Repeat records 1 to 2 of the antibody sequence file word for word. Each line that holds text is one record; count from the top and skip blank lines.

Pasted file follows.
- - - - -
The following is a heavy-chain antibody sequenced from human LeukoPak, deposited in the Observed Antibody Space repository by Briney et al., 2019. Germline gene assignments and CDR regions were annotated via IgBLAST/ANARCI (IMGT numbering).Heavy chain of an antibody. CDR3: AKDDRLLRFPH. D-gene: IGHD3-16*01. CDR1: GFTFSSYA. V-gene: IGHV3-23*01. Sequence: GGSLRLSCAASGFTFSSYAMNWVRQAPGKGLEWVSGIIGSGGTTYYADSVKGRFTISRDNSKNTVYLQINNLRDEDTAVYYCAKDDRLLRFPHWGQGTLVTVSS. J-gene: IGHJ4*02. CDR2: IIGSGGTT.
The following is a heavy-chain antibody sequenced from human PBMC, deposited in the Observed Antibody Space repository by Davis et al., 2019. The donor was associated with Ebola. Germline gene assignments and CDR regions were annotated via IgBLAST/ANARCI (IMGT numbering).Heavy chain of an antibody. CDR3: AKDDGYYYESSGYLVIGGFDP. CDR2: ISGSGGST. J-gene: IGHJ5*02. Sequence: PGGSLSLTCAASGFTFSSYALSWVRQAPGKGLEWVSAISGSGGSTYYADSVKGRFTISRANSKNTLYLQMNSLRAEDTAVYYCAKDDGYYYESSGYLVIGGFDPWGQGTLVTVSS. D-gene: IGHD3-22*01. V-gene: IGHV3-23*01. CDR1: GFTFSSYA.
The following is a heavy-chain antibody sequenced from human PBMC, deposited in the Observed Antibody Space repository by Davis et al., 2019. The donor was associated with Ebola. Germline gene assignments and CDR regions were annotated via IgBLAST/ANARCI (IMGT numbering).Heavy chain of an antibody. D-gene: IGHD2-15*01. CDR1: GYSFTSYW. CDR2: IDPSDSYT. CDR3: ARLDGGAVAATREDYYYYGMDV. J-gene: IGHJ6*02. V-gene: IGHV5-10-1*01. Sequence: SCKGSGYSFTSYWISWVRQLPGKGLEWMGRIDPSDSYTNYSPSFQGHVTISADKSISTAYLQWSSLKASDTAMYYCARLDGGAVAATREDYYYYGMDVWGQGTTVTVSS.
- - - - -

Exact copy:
The following is a heavy-chain antibody sequenced from human LeukoPak, deposited in the Observed Antibody Space repository by Briney et al., 2019. Germline gene assignments and CDR regions were annotated via IgBLAST/ANARCI (IMGT numbering).Heavy chain of an antibody. CDR3: AKDDRLLRFPH. D-gene: IGHD3-16*01. CDR1: GFTFSSYA. V-gene: IGHV3-23*01. Sequence: GGSLRLSCAASGFTFSSYAMNWVRQAPGKGLEWVSGIIGSGGTTYYADSVKGRFTISRDNSKNTVYLQINNLRDEDTAVYYCAKDDRLLRFPHWGQGTLVTVSS. J-gene: IGHJ4*02. CDR2: IIGSGGTT.
The following is a heavy-chain antibody sequenced from human PBMC, deposited in the Observed Antibody Space repository by Davis et al., 2019. The donor was associated with Ebola. Germline gene assignments and CDR regions were annotated via IgBLAST/ANARCI (IMGT numbering).Heavy chain of an antibody. CDR3: AKDDGYYYESSGYLVIGGFDP. CDR2: ISGSGGST. J-gene: IGHJ5*02. Sequence: PGGSLSLTCAASGFTFSSYALSWVRQAPGKGLEWVSAISGSGGSTYYADSVKGRFTISRANSKNTLYLQMNSLRAEDTAVYYCAKDDGYYYESSGYLVIGGFDPWGQGTLVTVSS. D-gene: IGHD3-22*01. V-gene: IGHV3-23*01. CDR1: GFTFSSYA.